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25 November 2014

Michigan Obituaries, 1820-2006

Benjamin V. Cohen was born on 23 September 1894 in Muncie, Indiana. He was the last of five children born to Moses and Sarah Cohen, both of whom were Polish immigrants.
He attended the University of Chicago, where he earned an undergraduate degree as well as his law degree. Upon graduation he moved to Washington D.C., where he began a career which would see him gain credit as one of the authors of some of the laws that became the basis of President Roosevelt's New Deal. He died in Washington D.C. in 1983.
Even though he was born in Muncie, Indiana, educated in Chicago, Illinois and worked and died in Washington D. C., the above information came from an obituary that was published in the Grand Rapids Press on 16 August 1983. That obituary (shown below) is part of one of the new collections available at www.familysearch.org.


That collection, Michigan Obituaries, 1820-2006, currently has over 68,000 images which are name search able. The transcription (shown below), provides the vital information from the obituary, including the names of other who are listed.


For those with family in Michigan or who may have been mentioned in Michigan papers, this is a great collection which can be searched free of charge from the luxury of your home.

03 November 2014

Veterans Day - Remembering Those Who Served


On the 11th day of November every year much of the world pauses to remember those who served their countries in the military. In the United States we call it Veterans Day. In other parts of the world it is known by names such as Remembrance Day or Armistice Day. Some countries take this opportunity to remember those who died in World War 1, while in the United States it has been extended to all who have served in the military.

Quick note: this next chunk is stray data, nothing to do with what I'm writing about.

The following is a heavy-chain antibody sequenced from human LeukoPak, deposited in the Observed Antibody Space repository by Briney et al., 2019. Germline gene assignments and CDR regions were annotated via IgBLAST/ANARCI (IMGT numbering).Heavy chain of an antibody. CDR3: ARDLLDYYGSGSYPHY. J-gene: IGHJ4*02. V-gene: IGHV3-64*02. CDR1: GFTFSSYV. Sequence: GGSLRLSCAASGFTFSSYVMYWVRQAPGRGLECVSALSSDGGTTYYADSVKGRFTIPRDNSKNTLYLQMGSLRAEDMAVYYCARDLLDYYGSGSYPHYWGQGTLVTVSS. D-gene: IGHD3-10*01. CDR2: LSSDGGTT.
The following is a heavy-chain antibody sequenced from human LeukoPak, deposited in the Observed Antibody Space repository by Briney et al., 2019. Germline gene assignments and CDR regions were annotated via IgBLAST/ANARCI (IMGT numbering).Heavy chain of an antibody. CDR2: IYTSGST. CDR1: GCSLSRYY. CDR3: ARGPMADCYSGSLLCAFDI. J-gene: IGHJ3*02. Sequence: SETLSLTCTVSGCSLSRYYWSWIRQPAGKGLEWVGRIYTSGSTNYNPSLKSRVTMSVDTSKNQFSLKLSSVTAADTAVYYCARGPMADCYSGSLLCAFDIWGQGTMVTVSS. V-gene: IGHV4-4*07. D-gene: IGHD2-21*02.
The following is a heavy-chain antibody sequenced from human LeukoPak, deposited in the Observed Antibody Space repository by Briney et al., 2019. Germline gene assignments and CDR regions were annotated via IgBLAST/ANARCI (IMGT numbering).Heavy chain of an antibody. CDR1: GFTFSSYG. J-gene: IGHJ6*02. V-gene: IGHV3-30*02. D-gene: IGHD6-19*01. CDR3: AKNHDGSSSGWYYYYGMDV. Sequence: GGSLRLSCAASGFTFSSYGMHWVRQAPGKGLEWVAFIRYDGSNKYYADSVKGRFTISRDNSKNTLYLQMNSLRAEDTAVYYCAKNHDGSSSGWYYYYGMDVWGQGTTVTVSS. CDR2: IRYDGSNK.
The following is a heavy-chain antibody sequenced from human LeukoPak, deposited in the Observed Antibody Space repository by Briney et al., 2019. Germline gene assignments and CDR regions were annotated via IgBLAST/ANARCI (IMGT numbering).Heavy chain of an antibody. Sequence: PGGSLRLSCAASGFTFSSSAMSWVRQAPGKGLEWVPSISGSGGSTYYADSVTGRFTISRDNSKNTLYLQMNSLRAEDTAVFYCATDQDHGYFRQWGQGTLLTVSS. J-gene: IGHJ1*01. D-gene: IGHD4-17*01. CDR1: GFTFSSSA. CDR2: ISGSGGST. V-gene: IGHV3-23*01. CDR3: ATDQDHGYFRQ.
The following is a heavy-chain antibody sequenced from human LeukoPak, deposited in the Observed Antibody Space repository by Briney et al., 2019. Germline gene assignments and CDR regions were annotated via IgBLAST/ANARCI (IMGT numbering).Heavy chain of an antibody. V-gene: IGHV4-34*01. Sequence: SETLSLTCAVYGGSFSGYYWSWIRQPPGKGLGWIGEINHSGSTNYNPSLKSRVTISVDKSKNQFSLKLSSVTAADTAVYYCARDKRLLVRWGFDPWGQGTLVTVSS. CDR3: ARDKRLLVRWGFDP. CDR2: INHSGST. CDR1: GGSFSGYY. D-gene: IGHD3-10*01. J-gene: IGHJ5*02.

It seems only right to honor those who have given so much for so many. These men and woman have bravely left so much behind, including family and home, to fight to in far away lands to preserve freedom for all.
Whatever their service was, we honor them in different ways. For those who died serving the commonwealth,  the beautiful monument at left in London honors them.
While Arlington Cemetery, which is just across the Potomac River from Washington D.C. (picture at top of page) honors row after row of American veterans.
One of the greatest joys a family historian can have is to help remember those who served and to document their lives. We are blessed to have so many great resources to help us do this.
The headstone below is from Arlington Cemetery. It honors 1st Lt. Dennet S. Gurman who was killed in action along with nine others at Celebes Island on the 4th of July 1945.


By searching through the various databases we find that in addition to this marker, he is also remembered with a marker in the family burial plot at Mount Hebron Cemetery in Flushing, New York (Find a Grave). That marker gives his full name as Dennet Sidney Gurman. In addition, he is remembered by a memorial at the Manila American Cemetery, Fort William Mc Kinley, Manila, The Philippines. 
Other great resources include an index to the over 5,500 Jewish burials at Arlington National Cemetery, which is maintained by the Jewish Genealogical Society of Greater Washington.




That index, which is search able for free, gives great information for researchers. In addition to a photo, the information from the headstone has been transcribed (at right). We now know 1st Lt. Gurman's, who is shown as being from New York, was born on 31 Aug 1924.

With the information from the various sites above it becomes much easier to find the family of  1st Lt. Gurman. Thanks to Ancestry.com we are able to find him in both the 1930 and 1940 United States censuses. Those records (below) show him with his parents and siblings. I am sure that at the time of the 1940 census they had no idea that only 5 years later he would give his life for his country at the age of 21.



As we all take a moment next week to remember those who served, let us all also take a moment and try to find those they left behind, and to all veterans... Thank You.